Real is presented in an aspect ratio of 1.78:1 and is 16x9 enhanced. The IMDb gives the original ratio as 2.35:1 but I must say that I saw no evidence of characters out of frame, so I will reserve judgment for now as the only other release which lists the aspect ratio is also 1.78:1 (see the section below).
More of a problem is the look of the print. While some of the “imagined” scenes were intentionally unfocussed and soft, most of the rest of the film was also quite soft and lacking in detail; colours were mostly dull, except for the green of the trees on the island, and shadow detail was often indistinct. Some scenes also looked quite glary. Blacks were OK, skin tones tended to be light.
The print did show some ghosting but otherwise artefacts and marks were absent.
The layer change was not noticeable.
English subtitles are in an easy to read yellow font and seemed to be timely and error free.
Audio choice is either a Japanese Dolby Digital 5.1 at 448 Kbps or Japanese Dolby Digital 2.0 at 224 Kbps. I listened to the 5.1 audio track.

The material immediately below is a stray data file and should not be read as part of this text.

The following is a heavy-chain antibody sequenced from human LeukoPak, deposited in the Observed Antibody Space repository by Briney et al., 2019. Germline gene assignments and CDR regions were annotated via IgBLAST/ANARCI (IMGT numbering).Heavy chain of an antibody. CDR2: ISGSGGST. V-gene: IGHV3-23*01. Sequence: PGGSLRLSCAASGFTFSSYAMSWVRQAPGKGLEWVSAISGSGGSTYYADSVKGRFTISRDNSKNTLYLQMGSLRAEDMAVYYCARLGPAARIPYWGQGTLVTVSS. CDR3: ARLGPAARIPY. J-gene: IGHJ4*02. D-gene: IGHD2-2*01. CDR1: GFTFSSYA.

Real has an interesting sound design as Kiyoshi Kurosawa frequently uses silences to unsettle and create uncertainty. Dialogue was clear and centred. The surrounds and rears when they were used did provide ambient effects, such as music, wind, footsteps and breathing and the film did not require anything more. The original score by Kei Haneoka was used sparingly, but was effective when it was used. The subwoofer added bass to the music and occasional effects.
Lip synchronisation seemed fine.
The audio track was appropriate for the film.
|Surround Channel Use|
Trailers for The Tower (1:37), Ace Attorney (1:36), The Silent War (2:09) and Quick (2:04).
NOTE: To view non-R4 releases, your equipment needs to be multi-zone compatible and usually also NTSC compatible.
There is not currently a DVD release of Real in either Region 1 US or Region 2 UK. YesAsia lists two Region 2 Japanese versions, one with extras including a making of, interviews, stage events, a TV special and trailers, but neither version has English subtitles. The aspect ratio is not given. There is a Region 3 HK version which has English subtitles, but no extras are listed and it is also shown as being in the 1.78:1 aspect ratio. So local is the choice presently for English speakers.
Real is an intriguing film by Japanese writer / director Kiyoshi Kurosawa. I was not as fazed by the twist as some reviewers, but I do agree that after the twist the film ventures into strange territory indeed which undermines what has gone before.
The video is not great but the audio is fine; trailers are the only extras.
|DVD||Sony BDP-S580, using HDMI output|
|Display||LG 55inch HD LCD. This display device has not been calibrated. This display device is 16x9 capable. This display device has a maximum native resolution of 1080p.|
|Audio Decoder||NAD T737. This audio decoder/receiver has not been calibrated.|
|Speakers||Studio Acoustics 5.1|